However, when he was recuperating alone at home, he pondered about the accident and still remained bitter about it. He also thought about his wife’s words, which started to make more sense to him. When he got better, he decided to walk over to the nearby Christian community centre and do some volunteer work. “This was my first-time volunteering. Before, I was just enjoying life too much!” shared David.
The community centre put him in charge of school children and it became an eye-opener for him. “I was still hopping around [from the accident] and I couldn’t control the kids – they were running all over and hyperactive. They were quarreling and it took them a long time just to write three lines,” said David. After that experience, he threw in the towel and told the centre this was not his cup of tea.
But he found his match much later. In 2009, his wife mentioned to him that the non-profit Alzheimer’s Disease Association (ADA) was opening a new centre in Jurong Point, near where he lives. Dementia was something close to home at the time as his mother had the condition and was living on her own with a helper. Though he didn’t volunteer immediately with ADA, he joined much later. “I saw that they were all elderly people and this was more acceptable for me to interact with them than the children before.”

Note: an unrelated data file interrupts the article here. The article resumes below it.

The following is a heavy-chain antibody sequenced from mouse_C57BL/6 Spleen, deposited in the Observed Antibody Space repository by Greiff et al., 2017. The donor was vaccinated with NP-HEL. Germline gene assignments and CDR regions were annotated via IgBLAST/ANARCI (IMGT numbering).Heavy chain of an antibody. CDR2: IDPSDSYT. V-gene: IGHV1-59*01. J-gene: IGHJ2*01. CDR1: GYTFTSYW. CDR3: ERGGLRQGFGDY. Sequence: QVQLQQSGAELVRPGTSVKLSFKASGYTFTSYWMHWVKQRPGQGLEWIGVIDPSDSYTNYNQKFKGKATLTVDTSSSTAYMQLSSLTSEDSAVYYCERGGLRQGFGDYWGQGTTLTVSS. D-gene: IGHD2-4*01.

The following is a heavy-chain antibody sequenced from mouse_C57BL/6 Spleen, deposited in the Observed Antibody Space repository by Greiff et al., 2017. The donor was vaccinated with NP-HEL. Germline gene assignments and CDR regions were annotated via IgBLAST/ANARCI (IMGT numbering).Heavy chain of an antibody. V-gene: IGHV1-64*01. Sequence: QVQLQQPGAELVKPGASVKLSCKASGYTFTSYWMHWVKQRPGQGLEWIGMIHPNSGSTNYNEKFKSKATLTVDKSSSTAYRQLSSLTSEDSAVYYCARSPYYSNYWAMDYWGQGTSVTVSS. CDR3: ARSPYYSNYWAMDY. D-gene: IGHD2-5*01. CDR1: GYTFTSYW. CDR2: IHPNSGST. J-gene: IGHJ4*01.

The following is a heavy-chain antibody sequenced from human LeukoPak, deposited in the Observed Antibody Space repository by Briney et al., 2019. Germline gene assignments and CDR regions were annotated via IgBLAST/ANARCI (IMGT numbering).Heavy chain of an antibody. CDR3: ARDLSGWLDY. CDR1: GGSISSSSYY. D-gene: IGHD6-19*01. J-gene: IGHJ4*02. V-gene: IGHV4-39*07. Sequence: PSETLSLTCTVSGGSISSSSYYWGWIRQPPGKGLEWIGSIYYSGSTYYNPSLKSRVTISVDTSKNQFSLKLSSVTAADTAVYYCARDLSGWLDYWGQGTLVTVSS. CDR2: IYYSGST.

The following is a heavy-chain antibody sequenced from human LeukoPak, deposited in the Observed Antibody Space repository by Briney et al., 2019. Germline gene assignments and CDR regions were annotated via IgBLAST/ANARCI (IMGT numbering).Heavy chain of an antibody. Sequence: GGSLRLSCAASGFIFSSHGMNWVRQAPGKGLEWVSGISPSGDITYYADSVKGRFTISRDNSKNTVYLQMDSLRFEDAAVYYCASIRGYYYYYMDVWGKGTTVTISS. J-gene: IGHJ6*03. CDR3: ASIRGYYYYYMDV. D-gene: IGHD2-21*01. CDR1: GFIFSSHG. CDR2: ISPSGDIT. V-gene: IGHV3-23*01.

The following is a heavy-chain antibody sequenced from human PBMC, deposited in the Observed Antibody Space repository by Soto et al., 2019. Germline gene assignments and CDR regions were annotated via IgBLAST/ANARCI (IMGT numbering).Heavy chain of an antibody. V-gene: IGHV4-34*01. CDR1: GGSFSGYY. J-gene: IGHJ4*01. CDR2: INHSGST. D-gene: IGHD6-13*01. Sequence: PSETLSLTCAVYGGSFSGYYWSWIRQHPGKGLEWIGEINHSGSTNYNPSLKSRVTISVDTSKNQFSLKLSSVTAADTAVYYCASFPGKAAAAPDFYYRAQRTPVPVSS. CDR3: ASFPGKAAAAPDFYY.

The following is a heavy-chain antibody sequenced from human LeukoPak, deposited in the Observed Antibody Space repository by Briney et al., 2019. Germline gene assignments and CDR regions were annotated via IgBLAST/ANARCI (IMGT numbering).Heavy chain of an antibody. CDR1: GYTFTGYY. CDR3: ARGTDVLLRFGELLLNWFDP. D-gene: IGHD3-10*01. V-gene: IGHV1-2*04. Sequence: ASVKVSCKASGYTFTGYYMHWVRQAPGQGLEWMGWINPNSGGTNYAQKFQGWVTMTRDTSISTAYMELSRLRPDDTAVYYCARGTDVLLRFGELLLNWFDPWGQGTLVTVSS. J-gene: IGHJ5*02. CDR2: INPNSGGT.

As he had picked up some skills from joining a harmonica orchestra, he decided to put those skills to good use and play at ADA’s centre. Initially, he discovered that the seniors were not familiar with his English songs so he went back to his teacher in the orchestra and asked him to teach him dialect songs. Today, he is still a volunteer at ADA’s centre and does so twice a week conducting a sing-along in the morning with an ex-principal who was also a music teacher and who has dementia. In the afternoons, he does music therapy with the seniors.
“Can you believe next year it will be 10 years volunteering! I thought I would only do it for two years,” said David. “I am blessed to be alive and to be able to give back and make the elderly happy.”
He also volunteers at NTUC Health SilverACE senior activity centre at Taman Jurong every fortnight for one hour, where he does music therapy and sing-along on the harmonica. He is also at St Joseph’s Home doing a sing-along with the harmonica to its dementia patients every Wednesday for an hour and a half. Also, every third Sunday, he is at the Ayer Rajah Community Club doing a sing-along with the seniors. “I feel I am happy doing it. Some of the elderly look forward to me coming.” He has also learned more about the dementia and seen through his eyes the effects it has on the seniors. He also spends his time doing comic sketches, 3-D paper art and plastic modelling.
Now looking back on the accident and the life he has today, he has no regrets that his life was forced to take a turn. Said the father of two and grandfather of one: “I call it is a blessing in disguise. Maybe I would have continued to be selfish and self-centred if this all didn’t happen.”